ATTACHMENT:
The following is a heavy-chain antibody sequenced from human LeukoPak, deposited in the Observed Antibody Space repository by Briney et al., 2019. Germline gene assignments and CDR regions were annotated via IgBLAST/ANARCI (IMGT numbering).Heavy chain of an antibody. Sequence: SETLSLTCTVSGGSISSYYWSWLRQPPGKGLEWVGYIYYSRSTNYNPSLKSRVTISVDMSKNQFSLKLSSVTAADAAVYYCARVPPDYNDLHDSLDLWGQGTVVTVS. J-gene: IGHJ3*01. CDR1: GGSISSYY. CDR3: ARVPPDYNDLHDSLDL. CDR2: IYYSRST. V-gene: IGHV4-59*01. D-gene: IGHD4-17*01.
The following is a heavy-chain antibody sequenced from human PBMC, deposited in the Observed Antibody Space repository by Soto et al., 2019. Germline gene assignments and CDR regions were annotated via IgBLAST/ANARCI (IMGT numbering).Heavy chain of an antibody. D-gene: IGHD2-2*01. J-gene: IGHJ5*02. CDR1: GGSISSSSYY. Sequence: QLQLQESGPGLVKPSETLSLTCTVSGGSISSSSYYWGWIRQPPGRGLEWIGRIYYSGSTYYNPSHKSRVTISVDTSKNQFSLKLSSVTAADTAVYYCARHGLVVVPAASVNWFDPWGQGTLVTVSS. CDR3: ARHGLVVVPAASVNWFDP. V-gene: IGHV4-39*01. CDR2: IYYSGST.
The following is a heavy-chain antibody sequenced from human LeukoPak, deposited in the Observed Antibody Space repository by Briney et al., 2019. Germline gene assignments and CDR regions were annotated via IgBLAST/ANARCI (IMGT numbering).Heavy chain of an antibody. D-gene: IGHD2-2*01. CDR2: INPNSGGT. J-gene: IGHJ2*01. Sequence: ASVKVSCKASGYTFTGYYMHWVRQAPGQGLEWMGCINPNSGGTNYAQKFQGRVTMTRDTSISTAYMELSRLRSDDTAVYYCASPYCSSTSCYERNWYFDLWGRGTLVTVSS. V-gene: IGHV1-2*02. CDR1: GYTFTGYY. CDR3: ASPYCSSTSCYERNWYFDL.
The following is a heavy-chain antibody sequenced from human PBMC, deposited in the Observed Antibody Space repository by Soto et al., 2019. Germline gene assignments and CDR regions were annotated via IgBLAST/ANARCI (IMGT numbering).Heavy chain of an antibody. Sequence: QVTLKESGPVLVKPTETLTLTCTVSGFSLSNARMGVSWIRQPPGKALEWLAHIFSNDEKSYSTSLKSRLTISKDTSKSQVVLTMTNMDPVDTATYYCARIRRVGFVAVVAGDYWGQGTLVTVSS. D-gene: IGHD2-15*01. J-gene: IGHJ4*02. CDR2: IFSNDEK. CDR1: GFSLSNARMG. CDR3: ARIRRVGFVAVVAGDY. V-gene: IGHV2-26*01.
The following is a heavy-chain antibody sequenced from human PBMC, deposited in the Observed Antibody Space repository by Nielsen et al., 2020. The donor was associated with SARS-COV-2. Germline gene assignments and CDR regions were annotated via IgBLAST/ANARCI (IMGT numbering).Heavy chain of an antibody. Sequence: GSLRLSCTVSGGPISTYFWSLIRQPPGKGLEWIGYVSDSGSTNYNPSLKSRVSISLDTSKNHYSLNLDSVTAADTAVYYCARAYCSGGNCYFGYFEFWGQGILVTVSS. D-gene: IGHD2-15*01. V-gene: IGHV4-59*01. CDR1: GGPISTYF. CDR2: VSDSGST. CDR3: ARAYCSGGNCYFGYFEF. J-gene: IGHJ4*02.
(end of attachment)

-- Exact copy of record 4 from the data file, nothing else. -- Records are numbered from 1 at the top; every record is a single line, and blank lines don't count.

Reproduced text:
The following is a heavy-chain antibody sequenced from human PBMC, deposited in the Observed Antibody Space repository by Soto et al., 2019. Germline gene assignments and CDR regions were annotated via IgBLAST/ANARCI (IMGT numbering).Heavy chain of an antibody. Sequence: QVTLKESGPVLVKPTETLTLTCTVSGFSLSNARMGVSWIRQPPGKALEWLAHIFSNDEKSYSTSLKSRLTISKDTSKSQVVLTMTNMDPVDTATYYCARIRRVGFVAVVAGDYWGQGTLVTVSS. D-gene: IGHD2-15*01. J-gene: IGHJ4*02. CDR2: IFSNDEK. CDR1: GFSLSNARMG. CDR3: ARIRRVGFVAVVAGDY. V-gene: IGHV2-26*01.